6 Types of Blended Learning Blended Learning is not so much an innovation as it is a natural by-product of the digital domain creeping into physical boundaries. As digital and social media become more and more prevalent in the life of learners, it was only a matter of time before learning became “blended” by necessity. That said, there’s a bit more to Blended and “Hybrid” Learning than throwing in a little digital learning. 6 Types of Blended Learning Face-to-face DriverRotationFlexOnline LabSelf-BlendOnline Driver The following infographic takes a different approach to the concept, labeling it “Disruptive,” and even offering an interesting matrix. The Challenge Of Blended Learning: Why EdTech Is Still In Its Infancy Why EdTech Is Still In Its Infancy first appeared on and “The technology is five years behind where it needs to be.” It was the complaint of yet another school trying to build a blended-learning model that utilizes multiple providers. “The software content providers are proprietary. It’s impossible to get data out of them. So went the grumbling from another blended-learning school. What strikes me as most noteworthy about these comments, however, is just how un-noteworthy this state of the industry is in any industry. At the outset of any industry, the technology tends to be immature and not yet good enough for the majority of users. As Clayton Christensen and Michael Raynor observe in The Innovator’s Solution, “by definition, these products are proprietary because each company will develop its own interdependent design to optimize performance in a different way.” But as an industry matures, the technology improves.

What Is Blended Learning? These Videos Will Get You Started Blended learning is one of those buzz words in education and technology these days. It’s not bringing a blender to class and trying a ‘Will It Blend?’ type project. Sorry, had to include that joke. See Also: How Teachers Are Using Blended Learning Right Now If you’ve been curious about blended learning but don’t know where to get started, these videos are basically a boot camp in the form of video infographics. We all know the old adage: an image is worth a thousand words. Below is part II of the presentation on Blended Learning. References: - The rise of K-12 blended learning by Heather Staker - Blended Learning in Grades 4-12: Leveraging the Power of Technology to Create Student-Centered Classrooms by Catlin R.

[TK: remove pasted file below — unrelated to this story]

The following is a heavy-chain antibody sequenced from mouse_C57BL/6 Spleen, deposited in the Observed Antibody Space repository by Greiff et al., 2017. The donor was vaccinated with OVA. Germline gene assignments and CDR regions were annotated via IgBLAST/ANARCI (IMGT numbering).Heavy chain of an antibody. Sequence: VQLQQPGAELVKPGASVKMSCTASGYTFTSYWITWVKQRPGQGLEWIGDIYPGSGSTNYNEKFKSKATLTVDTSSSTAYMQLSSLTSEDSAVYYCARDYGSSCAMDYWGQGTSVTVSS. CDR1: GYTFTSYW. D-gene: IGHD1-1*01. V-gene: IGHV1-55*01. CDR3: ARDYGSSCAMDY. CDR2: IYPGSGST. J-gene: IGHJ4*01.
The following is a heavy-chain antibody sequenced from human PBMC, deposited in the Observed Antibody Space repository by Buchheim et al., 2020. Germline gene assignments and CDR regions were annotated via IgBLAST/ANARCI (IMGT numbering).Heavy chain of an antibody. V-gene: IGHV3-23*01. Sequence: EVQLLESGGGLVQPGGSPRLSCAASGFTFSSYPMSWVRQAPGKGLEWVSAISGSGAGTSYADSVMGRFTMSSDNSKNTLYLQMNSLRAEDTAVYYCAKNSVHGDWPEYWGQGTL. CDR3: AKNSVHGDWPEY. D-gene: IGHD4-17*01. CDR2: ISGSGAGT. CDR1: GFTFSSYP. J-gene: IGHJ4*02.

Transforming schools with blended learning Blended learning—which combines face-to-face classes with online courses—is quickly gaining ground in education. In fact, some studies suggest that blended learning, also called hybrid learning, offers a better academic experience than pure brick-and-mortar classes or online-only courses. Whether students are out of school on extended absences, want to enroll in a higher-level course not offered in their local district, or need to recover academic credits, blended learning offers flexible solutions and different scenarios for students and teachers alike. With the generous support of Connections Learning, we’ve put together this list of stories from our archives, along with other relevant materials, to help you best determine how blended learning might meet the needs of your school or district. —The Editors